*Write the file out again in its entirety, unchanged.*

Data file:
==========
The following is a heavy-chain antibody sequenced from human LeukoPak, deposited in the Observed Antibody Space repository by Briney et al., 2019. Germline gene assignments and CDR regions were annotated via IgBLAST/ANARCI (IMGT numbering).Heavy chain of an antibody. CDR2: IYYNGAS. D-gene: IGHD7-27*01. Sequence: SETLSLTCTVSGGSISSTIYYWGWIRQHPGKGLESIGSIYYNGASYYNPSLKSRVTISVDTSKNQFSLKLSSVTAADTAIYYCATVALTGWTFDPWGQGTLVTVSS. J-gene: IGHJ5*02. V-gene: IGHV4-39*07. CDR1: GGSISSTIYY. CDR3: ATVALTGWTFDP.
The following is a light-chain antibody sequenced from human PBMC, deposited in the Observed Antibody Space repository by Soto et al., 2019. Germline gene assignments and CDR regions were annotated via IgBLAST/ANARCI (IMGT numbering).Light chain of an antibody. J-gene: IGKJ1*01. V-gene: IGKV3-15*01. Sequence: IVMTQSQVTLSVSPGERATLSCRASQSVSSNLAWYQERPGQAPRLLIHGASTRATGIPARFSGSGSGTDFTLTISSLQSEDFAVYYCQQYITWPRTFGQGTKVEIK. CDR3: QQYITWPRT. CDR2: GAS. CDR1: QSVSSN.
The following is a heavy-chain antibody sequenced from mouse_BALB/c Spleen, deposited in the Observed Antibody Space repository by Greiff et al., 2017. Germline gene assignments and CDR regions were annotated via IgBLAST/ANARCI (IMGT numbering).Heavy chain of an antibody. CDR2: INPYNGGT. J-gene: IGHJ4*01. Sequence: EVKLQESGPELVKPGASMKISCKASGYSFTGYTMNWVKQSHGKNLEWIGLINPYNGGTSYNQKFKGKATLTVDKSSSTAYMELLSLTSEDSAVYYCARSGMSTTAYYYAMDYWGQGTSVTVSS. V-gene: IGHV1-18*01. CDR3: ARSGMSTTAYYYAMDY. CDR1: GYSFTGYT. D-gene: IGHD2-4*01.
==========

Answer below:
The following is a heavy-chain antibody sequenced from human LeukoPak, deposited in the Observed Antibody Space repository by Briney et al., 2019. Germline gene assignments and CDR regions were annotated via IgBLAST/ANARCI (IMGT numbering).Heavy chain of an antibody. CDR2: IYYNGAS. D-gene: IGHD7-27*01. Sequence: SETLSLTCTVSGGSISSTIYYWGWIRQHPGKGLESIGSIYYNGASYYNPSLKSRVTISVDTSKNQFSLKLSSVTAADTAIYYCATVALTGWTFDPWGQGTLVTVSS. J-gene: IGHJ5*02. V-gene: IGHV4-39*07. CDR1: GGSISSTIYY. CDR3: ATVALTGWTFDP.
The following is a light-chain antibody sequenced from human PBMC, deposited in the Observed Antibody Space repository by Soto et al., 2019. Germline gene assignments and CDR regions were annotated via IgBLAST/ANARCI (IMGT numbering).Light chain of an antibody. J-gene: IGKJ1*01. V-gene: IGKV3-15*01. Sequence: IVMTQSQVTLSVSPGERATLSCRASQSVSSNLAWYQERPGQAPRLLIHGASTRATGIPARFSGSGSGTDFTLTISSLQSEDFAVYYCQQYITWPRTFGQGTKVEIK. CDR3: QQYITWPRT. CDR2: GAS. CDR1: QSVSSN.
The following is a heavy-chain antibody sequenced from mouse_BALB/c Spleen, deposited in the Observed Antibody Space repository by Greiff et al., 2017. Germline gene assignments and CDR regions were annotated via IgBLAST/ANARCI (IMGT numbering).Heavy chain of an antibody. CDR2: INPYNGGT. J-gene: IGHJ4*01. Sequence: EVKLQESGPELVKPGASMKISCKASGYSFTGYTMNWVKQSHGKNLEWIGLINPYNGGTSYNQKFKGKATLTVDKSSSTAYMELLSLTSEDSAVYYCARSGMSTTAYYYAMDYWGQGTSVTVSS. V-gene: IGHV1-18*01. CDR3: ARSGMSTTAYYYAMDY. CDR1: GYSFTGYT. D-gene: IGHD2-4*01.